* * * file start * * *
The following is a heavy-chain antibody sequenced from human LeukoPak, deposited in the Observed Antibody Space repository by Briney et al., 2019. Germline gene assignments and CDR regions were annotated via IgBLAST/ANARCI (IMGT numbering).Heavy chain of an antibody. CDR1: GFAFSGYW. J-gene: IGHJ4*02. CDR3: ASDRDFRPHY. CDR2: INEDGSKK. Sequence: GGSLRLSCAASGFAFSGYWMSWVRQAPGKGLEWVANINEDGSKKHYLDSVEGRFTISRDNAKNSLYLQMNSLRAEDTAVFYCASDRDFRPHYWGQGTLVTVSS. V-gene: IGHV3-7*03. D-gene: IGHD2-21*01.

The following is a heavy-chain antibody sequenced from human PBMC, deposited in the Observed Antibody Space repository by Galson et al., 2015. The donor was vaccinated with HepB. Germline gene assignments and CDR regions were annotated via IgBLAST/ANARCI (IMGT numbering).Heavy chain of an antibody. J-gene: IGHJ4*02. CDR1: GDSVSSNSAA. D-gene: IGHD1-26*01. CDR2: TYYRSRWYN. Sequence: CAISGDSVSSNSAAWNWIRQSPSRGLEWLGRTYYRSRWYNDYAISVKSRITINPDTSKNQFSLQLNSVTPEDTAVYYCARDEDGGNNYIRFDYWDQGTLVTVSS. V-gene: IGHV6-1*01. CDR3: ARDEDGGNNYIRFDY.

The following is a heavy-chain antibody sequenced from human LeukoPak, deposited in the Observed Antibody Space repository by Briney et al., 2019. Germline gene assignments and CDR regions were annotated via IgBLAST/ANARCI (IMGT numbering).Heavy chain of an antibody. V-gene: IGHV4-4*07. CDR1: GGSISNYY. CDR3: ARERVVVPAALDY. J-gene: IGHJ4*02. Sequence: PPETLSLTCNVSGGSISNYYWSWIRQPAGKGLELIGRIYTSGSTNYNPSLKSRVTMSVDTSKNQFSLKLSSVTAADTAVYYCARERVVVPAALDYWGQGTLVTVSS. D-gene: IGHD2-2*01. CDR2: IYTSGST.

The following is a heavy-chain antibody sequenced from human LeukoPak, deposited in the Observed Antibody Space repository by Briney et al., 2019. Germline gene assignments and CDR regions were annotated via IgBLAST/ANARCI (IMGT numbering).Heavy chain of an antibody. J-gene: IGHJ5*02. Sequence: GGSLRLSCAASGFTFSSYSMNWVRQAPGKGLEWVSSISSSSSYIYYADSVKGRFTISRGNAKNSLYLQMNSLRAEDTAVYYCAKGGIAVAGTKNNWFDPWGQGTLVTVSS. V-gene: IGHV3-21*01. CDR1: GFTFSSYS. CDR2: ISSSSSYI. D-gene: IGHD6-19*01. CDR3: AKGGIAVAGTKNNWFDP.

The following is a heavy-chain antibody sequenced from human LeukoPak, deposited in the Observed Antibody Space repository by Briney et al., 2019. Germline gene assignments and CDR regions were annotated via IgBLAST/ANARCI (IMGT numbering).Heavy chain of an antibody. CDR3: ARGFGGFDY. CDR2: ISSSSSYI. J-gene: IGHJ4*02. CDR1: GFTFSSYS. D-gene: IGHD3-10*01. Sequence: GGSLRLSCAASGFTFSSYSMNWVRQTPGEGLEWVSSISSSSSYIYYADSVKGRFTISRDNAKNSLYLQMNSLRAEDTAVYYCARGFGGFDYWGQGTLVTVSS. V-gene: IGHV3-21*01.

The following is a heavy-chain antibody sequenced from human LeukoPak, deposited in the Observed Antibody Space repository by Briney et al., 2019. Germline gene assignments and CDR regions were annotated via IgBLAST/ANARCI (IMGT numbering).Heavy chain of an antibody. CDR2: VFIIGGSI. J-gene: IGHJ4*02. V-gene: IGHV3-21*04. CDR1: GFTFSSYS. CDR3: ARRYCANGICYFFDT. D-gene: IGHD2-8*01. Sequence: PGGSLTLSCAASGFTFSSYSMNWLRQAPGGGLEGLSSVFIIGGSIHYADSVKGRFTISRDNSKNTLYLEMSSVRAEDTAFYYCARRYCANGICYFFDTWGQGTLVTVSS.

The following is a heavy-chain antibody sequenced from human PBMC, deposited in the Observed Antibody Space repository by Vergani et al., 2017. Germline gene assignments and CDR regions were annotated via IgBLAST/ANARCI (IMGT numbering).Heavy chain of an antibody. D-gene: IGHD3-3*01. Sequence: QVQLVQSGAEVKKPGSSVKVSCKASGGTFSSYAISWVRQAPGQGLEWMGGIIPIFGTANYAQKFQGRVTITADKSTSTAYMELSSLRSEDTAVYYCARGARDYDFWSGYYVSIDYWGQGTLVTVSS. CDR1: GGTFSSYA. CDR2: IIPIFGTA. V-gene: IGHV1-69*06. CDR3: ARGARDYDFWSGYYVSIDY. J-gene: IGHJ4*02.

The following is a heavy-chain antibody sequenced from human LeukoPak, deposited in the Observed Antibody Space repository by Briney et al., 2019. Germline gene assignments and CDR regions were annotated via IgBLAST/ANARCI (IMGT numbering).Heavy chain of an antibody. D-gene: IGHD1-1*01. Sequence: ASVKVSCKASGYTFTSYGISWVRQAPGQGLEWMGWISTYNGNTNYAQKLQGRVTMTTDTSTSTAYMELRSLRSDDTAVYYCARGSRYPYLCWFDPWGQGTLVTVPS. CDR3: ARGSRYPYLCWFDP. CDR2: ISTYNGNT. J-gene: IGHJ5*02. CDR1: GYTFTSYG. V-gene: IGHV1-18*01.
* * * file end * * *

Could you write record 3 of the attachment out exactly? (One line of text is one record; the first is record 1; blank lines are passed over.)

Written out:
The following is a heavy-chain antibody sequenced from human LeukoPak, deposited in the Observed Antibody Space repository by Briney et al., 2019. Germline gene assignments and CDR regions were annotated via IgBLAST/ANARCI (IMGT numbering).Heavy chain of an antibody. V-gene: IGHV4-4*07. CDR1: GGSISNYY. CDR3: ARERVVVPAALDY. J-gene: IGHJ4*02. Sequence: PPETLSLTCNVSGGSISNYYWSWIRQPAGKGLELIGRIYTSGSTNYNPSLKSRVTMSVDTSKNQFSLKLSSVTAADTAVYYCARERVVVPAALDYWGQGTLVTVSS. D-gene: IGHD2-2*01. CDR2: IYTSGST.